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Since the arrival of miniDV in 1995, a revolution in the way we document our world has transpired. I've said it before, I'll say it again: miniDV has democratized the filmmaking process. You don't have to buy, process and print expensive film. You don't have to buy or rent $30,000 video cameras. You can record your vision on cheap tapes with a cheap camera and get stunning images.
There's been a recent development on the DV front that I believe is beyond evolutionary. It is downright revolutionary. And that is the introduction of high definition miniDV.
JVC kicked all this off in the summer of 2003 when they brought out their 720p GR-HD1US. While the world was excited by the new format, not many people adopted it. This summer, Sony officially unveiled its take on the miniDV format, introducing the 1080i HDR-FX1 camcorder. And all the world is abuzz again.
What makes Sony's entry into the market so exciting is that 1) it's a Sony, and 2) it's a well-thought-out camera with a great many features, including native 16:9 chips. It's already available for about $3,500. Better still, the FX1 is simply a consumer version of the soon-to-be-introduced HVR-Z1U professional version (think VX2100 vs. PD170), with still more features, including XLR inputs and user settable timecode. A companion VTR, the HVR-M10U, will hit the market at the same time.
The Z1 is similar in shape and size to the PD-170. But in many respects, that's where the similarity ends. The camera has a 12x Zeiss Vario-Sonnar T*, which ought to be very sharp. It has three 16:9 megapixel CCDs. The wide-screen viewfinder is switchable between color and B&W. But you also get a 3.5-inch swing-out LCD view screen. You can use both at the same time; a boon. And you get a TV safe area marker as well.
A really good feature on the Z1 is the "non-perpetual" focusing ring. This means that the ring has a start point and an end point, rather than spinning around forever. This is important because focusing in high def is critical.
Unlike JVC's HD1, the Z1 records in a variety of formats and modes: HDV, DVCam, miniDV; scanning at 1080/60i or 50i (NTSC/PAL); 480i; 30, 25 and 24fps. While the camera does not record progressive scan, early reports indicate the 24fps interlaced "CineFrame" mode looks as good as any 24p image.
There are extensive function controls for things like gamma, tone, hue, saturation, video level, audio level, ad infinitum. You can even select the color of your peaking indicator (zebra), from among white, red and yellow. The user settable timecode modes are a nice touch.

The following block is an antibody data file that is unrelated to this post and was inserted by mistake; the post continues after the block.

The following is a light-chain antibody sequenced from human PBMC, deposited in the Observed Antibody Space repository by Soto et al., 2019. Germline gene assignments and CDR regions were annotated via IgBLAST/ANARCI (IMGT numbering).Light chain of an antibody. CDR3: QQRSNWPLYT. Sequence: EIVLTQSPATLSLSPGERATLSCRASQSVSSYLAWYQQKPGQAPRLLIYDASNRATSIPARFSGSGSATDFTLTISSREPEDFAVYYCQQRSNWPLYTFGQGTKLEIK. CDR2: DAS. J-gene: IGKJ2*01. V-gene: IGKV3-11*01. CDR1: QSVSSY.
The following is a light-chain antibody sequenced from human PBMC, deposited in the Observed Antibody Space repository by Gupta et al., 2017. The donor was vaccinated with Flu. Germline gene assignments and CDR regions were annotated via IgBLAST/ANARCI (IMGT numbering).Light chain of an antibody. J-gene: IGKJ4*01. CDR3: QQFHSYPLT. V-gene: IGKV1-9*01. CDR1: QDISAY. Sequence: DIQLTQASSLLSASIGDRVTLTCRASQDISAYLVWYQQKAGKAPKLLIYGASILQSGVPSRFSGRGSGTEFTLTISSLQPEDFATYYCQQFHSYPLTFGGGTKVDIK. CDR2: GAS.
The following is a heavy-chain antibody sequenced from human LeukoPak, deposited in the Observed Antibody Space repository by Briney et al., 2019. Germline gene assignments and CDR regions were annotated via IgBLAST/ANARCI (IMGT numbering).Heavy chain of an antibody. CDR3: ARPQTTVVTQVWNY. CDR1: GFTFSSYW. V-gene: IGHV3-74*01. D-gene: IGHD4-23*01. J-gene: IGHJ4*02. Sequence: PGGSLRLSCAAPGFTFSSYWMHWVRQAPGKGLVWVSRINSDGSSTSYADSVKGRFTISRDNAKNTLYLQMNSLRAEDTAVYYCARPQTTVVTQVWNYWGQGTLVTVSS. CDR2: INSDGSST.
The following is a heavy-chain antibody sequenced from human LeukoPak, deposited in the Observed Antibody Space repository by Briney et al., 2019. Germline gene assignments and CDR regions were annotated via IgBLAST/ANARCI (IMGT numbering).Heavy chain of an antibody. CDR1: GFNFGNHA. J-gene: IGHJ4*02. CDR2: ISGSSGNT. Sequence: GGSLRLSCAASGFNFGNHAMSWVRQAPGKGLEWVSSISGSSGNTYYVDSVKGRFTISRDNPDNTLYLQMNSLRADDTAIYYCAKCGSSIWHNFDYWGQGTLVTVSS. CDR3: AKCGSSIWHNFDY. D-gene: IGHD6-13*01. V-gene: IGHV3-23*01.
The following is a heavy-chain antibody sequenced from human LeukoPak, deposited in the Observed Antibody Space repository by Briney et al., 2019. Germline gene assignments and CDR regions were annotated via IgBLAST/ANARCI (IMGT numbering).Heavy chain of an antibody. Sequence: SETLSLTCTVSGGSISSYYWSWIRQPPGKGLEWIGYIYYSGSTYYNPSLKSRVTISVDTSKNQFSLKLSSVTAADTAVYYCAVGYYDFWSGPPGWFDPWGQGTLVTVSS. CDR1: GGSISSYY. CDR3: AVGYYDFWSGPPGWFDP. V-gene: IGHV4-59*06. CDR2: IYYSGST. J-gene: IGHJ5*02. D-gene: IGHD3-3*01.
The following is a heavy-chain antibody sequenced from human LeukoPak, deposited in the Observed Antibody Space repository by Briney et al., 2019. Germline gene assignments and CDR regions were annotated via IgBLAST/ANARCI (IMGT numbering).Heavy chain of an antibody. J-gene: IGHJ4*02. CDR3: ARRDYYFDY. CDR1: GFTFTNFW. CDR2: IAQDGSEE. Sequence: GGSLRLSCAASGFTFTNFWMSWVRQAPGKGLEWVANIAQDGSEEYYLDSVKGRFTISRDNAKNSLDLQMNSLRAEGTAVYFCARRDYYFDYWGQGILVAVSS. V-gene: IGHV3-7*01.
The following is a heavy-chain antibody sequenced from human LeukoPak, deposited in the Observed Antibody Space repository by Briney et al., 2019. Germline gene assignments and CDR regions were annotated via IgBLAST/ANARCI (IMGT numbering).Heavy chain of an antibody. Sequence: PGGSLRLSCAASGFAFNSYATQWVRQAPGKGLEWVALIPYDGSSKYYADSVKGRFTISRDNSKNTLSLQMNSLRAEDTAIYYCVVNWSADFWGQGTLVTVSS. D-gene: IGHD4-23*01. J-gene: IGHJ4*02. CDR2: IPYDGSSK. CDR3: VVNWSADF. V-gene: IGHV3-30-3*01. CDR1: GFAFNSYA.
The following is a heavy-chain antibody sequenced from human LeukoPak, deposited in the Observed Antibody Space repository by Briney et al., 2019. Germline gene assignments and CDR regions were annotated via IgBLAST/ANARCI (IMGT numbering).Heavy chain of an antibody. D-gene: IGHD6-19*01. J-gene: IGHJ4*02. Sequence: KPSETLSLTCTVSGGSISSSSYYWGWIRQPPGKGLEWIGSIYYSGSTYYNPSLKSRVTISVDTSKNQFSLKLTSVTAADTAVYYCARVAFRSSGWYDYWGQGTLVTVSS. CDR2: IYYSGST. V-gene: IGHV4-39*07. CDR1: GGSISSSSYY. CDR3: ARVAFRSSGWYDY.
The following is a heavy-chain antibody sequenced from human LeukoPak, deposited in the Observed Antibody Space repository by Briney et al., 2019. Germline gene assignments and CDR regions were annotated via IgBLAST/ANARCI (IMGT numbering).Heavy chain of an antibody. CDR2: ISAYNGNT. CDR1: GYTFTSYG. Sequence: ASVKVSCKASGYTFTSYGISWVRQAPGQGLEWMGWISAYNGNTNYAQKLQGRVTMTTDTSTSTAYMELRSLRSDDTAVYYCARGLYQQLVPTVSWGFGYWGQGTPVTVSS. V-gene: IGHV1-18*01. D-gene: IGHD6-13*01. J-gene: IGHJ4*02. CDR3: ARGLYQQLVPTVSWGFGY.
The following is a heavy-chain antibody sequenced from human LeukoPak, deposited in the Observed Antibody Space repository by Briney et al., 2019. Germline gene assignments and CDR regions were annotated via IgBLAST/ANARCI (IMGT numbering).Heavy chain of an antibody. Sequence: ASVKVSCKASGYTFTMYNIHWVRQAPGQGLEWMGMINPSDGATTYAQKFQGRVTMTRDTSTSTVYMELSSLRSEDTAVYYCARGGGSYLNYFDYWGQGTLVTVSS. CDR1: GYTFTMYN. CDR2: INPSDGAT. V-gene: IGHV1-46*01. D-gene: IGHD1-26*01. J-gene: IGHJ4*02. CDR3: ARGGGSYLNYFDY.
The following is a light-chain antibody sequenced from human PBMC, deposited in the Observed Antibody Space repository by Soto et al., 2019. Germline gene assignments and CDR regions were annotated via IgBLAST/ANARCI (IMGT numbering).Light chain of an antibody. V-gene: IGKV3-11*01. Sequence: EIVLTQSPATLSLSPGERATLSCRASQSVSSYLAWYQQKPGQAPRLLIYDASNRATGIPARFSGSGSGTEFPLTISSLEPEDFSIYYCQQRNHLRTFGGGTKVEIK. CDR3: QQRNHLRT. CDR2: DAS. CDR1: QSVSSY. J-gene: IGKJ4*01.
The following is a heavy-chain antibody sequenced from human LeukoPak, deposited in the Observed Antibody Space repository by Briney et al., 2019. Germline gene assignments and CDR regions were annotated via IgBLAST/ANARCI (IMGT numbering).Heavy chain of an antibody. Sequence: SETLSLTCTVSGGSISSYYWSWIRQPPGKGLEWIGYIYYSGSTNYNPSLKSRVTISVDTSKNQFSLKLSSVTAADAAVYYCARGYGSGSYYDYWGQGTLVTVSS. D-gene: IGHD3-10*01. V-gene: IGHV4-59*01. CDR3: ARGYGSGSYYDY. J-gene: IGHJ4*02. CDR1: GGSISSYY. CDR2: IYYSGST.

In terms of connectors, the Z1 has RGB component, S-Video, A/V and i-Link (IEEE1394 Firewire). A built-in down converter lets you output your HDV images directly to SD, for viewing on a standard monitor or dubbing to a standard deck.
Despite all these features, the Z1 can run over 5 hours on a single battery, with both the LCD and EVF on.
On the down side, the camera does not have great low-light capabilities. Compare its minimum illumination of 3 lux to the PD-170's 1 lux.
Though I've not seen the new Sony Z1, people who have say it's nothing short of amazing, with picture quality to match. When the camera comes out in February, don't expect much of a discount off the $5,900 price, at least not initially. The companion M10 deck will go for $3,700.
Panasonic, which broke new ground with its wildly popular SD VX100 24p camcorder, must now make a move into some iteration of HDV or risk losing market share. It will certainly be a 720p camera, but who knows what else the engineers at Matsushita have up their sleeves?
So why is this revolutionary? Until now, shooting high definition was hugely expensive and involved a very complicated production/post-production process. Sony has made HD life much easier, putting it within reach of the average filmmaker and VJ. This may very well be the final piece of the convoluted high definition puzzle, the link that will spur us all to adopt HD as our viewing medium of choice.
© Steven Trent Smith
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